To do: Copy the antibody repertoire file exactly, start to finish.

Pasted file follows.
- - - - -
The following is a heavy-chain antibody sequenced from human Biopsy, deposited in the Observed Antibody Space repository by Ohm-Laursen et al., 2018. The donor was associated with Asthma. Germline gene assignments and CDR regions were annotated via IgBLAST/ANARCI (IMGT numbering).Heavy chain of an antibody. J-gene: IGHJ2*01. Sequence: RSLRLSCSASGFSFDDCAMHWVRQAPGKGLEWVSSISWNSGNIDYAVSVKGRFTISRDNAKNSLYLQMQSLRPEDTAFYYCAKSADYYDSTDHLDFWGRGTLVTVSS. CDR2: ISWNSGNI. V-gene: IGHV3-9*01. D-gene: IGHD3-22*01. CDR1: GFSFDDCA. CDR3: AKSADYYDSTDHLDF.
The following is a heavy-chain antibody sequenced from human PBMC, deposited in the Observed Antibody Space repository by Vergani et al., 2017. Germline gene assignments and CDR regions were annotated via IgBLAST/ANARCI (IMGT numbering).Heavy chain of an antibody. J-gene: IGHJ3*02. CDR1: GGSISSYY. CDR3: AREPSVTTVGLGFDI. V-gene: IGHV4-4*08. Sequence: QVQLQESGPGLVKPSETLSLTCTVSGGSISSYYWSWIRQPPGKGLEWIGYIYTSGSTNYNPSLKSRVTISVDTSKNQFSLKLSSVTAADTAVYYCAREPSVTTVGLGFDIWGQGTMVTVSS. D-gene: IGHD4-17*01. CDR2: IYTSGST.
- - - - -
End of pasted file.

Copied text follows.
The following is a heavy-chain antibody sequenced from human Biopsy, deposited in the Observed Antibody Space repository by Ohm-Laursen et al., 2018. The donor was associated with Asthma. Germline gene assignments and CDR regions were annotated via IgBLAST/ANARCI (IMGT numbering).Heavy chain of an antibody. J-gene: IGHJ2*01. Sequence: RSLRLSCSASGFSFDDCAMHWVRQAPGKGLEWVSSISWNSGNIDYAVSVKGRFTISRDNAKNSLYLQMQSLRPEDTAFYYCAKSADYYDSTDHLDFWGRGTLVTVSS. CDR2: ISWNSGNI. V-gene: IGHV3-9*01. D-gene: IGHD3-22*01. CDR1: GFSFDDCA. CDR3: AKSADYYDSTDHLDF.
The following is a heavy-chain antibody sequenced from human PBMC, deposited in the Observed Antibody Space repository by Vergani et al., 2017. Germline gene assignments and CDR regions were annotated via IgBLAST/ANARCI (IMGT numbering).Heavy chain of an antibody. J-gene: IGHJ3*02. CDR1: GGSISSYY. CDR3: AREPSVTTVGLGFDI. V-gene: IGHV4-4*08. Sequence: QVQLQESGPGLVKPSETLSLTCTVSGGSISSYYWSWIRQPPGKGLEWIGYIYTSGSTNYNPSLKSRVTISVDTSKNQFSLKLSSVTAADTAVYYCAREPSVTTVGLGFDIWGQGTMVTVSS. D-gene: IGHD4-17*01. CDR2: IYTSGST.